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Outsourcing Strategy: A Recent Literature Review and Model Update

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Outsourcing Strategy: A Recent Literature Review and Model Update




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The importance of including an outsourcing strategy in the overall firm’s operations has become increasingly important over the last decade. Companies in the U.S. pay about $68 billion every year to other companies for outsourced services and although a major part of these contracts succeed, there is an increasing concern due to recent broken deals. A recent study shows that 80% of companies that outsource their customer based functions are failing to meet their cost savings targets. Usually companies fail to budget hidden outsourcing costs such as customer dissatisfaction that can eventually jeopardize the future of the firm. In this paper I reviewed the most current literature on outsourcing and built a model that includes the principal four factors influencing the success of outsourcing strategies: the firm’s Comparative Advantage, Employees, Suppliers and Customers.

Outsourcing Strategy: A Recent Literature Review and Model Update


Every year in the United States, companies pay about $68 billion to other companies for key services or products that help them focus on their core business and delegate other functions (Thurm, 2007). The value of IT Outsourcing contracts worldwide was $119 billion in 2004 (Pai, 2007). Without a doubt, outsourcing is a major part of the business strategy that drives organizations to success. Whether at its simplest version of buying raw materials from a large supplier to its most complex variation of offshoring services, outsourcing is present in all business strategies.

However, outsourcing strategies are not always successful; therefore it is crucial to understand the factors that influence a firm’s outsourcing strategy. In 2004, J.P Morgan Chase & Co. took its main technology functions to be in-house again abandoning a $5 billion agreement and Electronic Data Systems Inc. backed down from a $1 billion deal (Thurm, 2007). Although a few years ago outsourcing was used by some manages as another mean to cut costs, the main reasons for outsourcing have evolved to become more strategy oriented (Pai, 2007).

The basis of outsourcing is the same one as the trade theory where two or more parties benefit from the exchange of goods or services. Outsourcing and trade are beneficial for many reasons including cost savings and increase in wealth, but the main reason companies incorporate outsourcing into their business strategy can be explained in terms of comparative advantage.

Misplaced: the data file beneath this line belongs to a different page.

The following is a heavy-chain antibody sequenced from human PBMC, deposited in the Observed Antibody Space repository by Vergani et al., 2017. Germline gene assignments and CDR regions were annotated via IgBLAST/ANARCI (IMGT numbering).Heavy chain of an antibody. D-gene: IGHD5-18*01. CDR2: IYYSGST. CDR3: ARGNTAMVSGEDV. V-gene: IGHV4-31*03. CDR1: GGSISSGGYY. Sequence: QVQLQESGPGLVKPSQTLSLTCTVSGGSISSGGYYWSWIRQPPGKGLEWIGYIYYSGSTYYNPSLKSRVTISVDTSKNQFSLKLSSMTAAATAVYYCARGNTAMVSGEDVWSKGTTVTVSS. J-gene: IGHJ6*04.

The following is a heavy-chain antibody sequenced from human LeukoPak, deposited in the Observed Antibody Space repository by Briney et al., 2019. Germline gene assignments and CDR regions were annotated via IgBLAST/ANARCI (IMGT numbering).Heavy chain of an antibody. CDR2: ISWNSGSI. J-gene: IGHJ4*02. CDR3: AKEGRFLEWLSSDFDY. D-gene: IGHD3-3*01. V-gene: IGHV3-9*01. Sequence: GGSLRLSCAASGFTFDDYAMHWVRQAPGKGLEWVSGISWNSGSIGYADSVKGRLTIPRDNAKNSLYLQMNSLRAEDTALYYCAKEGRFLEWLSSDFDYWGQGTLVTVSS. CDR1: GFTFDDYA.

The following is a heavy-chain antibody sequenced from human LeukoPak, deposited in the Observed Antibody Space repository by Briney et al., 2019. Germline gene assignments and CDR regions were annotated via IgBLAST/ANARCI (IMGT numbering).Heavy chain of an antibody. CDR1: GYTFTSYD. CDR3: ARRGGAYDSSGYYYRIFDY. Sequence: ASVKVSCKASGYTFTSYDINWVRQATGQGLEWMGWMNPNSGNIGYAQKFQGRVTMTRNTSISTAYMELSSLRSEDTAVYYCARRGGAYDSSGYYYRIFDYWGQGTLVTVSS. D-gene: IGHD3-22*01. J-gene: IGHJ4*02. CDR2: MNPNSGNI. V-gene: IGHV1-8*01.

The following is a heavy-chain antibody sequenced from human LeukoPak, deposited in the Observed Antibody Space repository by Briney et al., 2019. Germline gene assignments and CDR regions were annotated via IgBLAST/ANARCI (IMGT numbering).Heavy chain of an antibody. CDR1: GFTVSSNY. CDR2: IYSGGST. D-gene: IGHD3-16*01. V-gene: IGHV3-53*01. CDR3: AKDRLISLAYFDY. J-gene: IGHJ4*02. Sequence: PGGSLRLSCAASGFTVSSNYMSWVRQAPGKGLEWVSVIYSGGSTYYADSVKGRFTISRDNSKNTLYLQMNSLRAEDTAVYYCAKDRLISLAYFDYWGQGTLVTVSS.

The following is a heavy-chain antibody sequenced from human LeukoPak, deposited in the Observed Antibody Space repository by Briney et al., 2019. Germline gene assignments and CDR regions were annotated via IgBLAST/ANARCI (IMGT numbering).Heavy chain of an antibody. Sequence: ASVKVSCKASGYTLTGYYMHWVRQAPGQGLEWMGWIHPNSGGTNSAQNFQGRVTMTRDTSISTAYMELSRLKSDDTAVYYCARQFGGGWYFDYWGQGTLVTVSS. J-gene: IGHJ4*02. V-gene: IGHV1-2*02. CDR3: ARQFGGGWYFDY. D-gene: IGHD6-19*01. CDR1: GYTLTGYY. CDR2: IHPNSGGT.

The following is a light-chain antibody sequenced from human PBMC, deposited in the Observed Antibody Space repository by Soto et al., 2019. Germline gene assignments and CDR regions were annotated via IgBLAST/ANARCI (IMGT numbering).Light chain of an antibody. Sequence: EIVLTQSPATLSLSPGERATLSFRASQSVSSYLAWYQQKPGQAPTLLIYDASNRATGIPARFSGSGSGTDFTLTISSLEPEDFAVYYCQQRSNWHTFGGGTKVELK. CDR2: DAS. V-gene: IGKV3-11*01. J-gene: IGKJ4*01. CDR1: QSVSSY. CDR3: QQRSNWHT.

The purpose of this paper is to review the most relevant recent literature in outsourcing and to identify the key elements that connect to a proposed model of outsourcing that complements the outsourcing decision framework Figure 1 (Kremic and Tukel, 2003). A revised version of this model follows.

Strategic Outsourcing Model

This research paper differs from Kremic’s in that it incorporates the comparative advantage concept as the main driver of outsourcing and it also includes other triggering factors such as the industry clockspeed and the entrance of new technology into the industry. The main contribution of this article is to gather the most important factors of outsourcing into a model. In the current literature, the risks of outsourcing are mentioned very scattered. In this paper I provide a ranking of the most important risk factors mentioned in the reviewed literature.

There are three types of functions a business can be divided into: core functions, tactical non-core functions and strategic non-core functions (Pai, 2007). Core functions are the ones that dictate the comparative advantage of the firm; they are the specialized task that makes the business unique and successful. Tactical non-core functions are most commonly outsourced. They are the functions that are necessary components of the core business but do not have a direct impact on the core functions. These are functions like payroll, accounts receivable, accounting, call centers and recruitment.

The first part of the model includes two external forces that trigger the need to outsource. The first one is the industry and the second one is the new technologies that become

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